Uber’s CEO Dara Khosrowshahi and Saudi Arabia face backlash online under the #boycottuber hashtag after CEO calls the Khashoggi murder, a “mistake”.
Dara Khosrowshahi, the CEO of the American multinational ride-sharing company Uber, has described the murder of journalist Jamal Khashoggi last year by Saudi Arabia as a “serious mistake” in an interview with Axios on HBO.
He compared the Washington Post columnist’s murder by Saudi agents inside the kingdom’s Istanbul consulate to a death caused by one of his company’s self-driving cars.
“It’s [murdering of Khashoggi] a serious mistake. We’ve made mistakes too, with self-driving, and we stopped driving and we’re recovering from that mistake,” he said in the interview.
“So I think that people make mistakes. It doesn’t mean they can never be forgiven. I think they’ve taken it seriously...”
Saudi Arabia, through the Saudi Arabia Public Investment Fund, is one of the five biggest shareholders in the company.
After the interview he apologised on Twitter: “There’s no forgiving or forgetting what happened to Jamal Khashoggi & I was wrong to call it a ‘mistake’.”
There's no forgiving or forgetting what happened to Jamal Khashoggi & I was wrong to call it a “mistake.” As I told @danprimack after our interview, I said something in the moment I don't believe. Our investors have long known my views here & I'm sorry I wasn’t as clear on Axios https://t.co/RxapzktrXq— dara khosrowshahi (@dkhos) November 11, 2019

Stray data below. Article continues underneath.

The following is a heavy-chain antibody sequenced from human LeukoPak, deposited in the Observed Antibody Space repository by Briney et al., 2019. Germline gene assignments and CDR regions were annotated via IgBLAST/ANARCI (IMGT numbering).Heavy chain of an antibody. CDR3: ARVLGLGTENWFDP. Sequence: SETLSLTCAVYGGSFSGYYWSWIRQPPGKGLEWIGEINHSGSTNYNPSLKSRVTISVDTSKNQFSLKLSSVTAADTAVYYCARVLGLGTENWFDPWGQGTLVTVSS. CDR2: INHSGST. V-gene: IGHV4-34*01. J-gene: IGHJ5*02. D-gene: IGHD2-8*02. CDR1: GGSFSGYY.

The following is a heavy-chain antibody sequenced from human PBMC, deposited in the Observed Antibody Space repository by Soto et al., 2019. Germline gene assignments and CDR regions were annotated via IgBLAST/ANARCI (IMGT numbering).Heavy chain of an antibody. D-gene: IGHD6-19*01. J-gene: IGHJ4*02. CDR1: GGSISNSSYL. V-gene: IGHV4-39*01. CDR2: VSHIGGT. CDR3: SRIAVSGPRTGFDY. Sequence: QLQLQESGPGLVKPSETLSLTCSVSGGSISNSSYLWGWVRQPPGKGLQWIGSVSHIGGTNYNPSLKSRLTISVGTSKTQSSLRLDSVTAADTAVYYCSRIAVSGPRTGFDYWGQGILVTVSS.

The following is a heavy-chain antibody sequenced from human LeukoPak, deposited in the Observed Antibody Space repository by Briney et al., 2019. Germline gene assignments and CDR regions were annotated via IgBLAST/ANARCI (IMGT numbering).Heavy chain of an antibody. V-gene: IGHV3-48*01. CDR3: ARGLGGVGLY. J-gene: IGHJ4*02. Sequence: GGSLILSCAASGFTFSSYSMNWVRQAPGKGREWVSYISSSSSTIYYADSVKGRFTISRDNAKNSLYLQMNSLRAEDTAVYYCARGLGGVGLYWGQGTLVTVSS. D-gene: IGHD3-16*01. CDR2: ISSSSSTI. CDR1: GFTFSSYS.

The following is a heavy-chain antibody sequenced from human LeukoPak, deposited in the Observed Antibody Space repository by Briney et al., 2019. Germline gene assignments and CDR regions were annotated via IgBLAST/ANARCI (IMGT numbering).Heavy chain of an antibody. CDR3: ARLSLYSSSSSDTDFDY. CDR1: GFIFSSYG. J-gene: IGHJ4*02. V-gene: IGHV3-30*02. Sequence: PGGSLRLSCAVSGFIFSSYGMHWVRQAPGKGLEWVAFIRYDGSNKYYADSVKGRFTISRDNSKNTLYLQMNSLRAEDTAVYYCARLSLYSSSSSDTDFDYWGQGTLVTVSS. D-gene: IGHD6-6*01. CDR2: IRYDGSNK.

Many people reacted on Twitter under the #boycottuber hashtag after Khosrowshahi’s comments.
Khashoggi’s former editor at the Washington Post, Karen Attiah, said on Twitter that when you're rich, your crimes become "mistakes".
Everyone who uses Uber should consider the implications of @dkhos's words— Karen Attiah (@KarenAttiah) November 11, 2019
If one of @Uber's main investors kills someone it doesn't really matter. A representative of a murderous regime can still keep a board seat.
When you're rich, your crimes become "mistakes". #BoycottUber
She then deleted the Uber application from her phone.
Another user said Khosrowshahi’s initial comments show who he is.
“When people show you who they are, believe them the first time." - Maya Angelou.— Ellen K. Pao (@ekp) November 11, 2019
I stopped using Uber over three years ago, and I would have felt guilty if I had not. #BoycottUber https://t.co/Hsuy7HbNTD
Others said that the assassination was an order by the Crown Prince Mohammed bin Salman, known as MBS, not a mistake
#BoycottUber “mistake” is when I bumped the door. What happen to Khashoggi is intent to murder. No one brings a BoneSaw by mistake. Body parts in pieces is not a mistake. MBS order this hit, that’s an order not a mistake. Never using Uber again. 🤬🤬🤬— Denise Wu (@denisewu) November 11, 2019
@Uber I have deleted your app and will no longer be using your services after your CEO's comment regarding Jamal Khashoggi. His assassination was brutal and cruel, and approved by Mohammed Bin Salman.— Kevin Wright (@Kev_in_Canada) November 12, 2019
No apologies, you should lobby governments to enact sanctions.#BoycottUber
This isn’t the first time Uber or its CEO have faced public backlash. Former CEO and co-founder Travis Kalanick resigned in 2017 following months-long pressure over sexual harassment at the company, gender discrimination and a toxic workplace.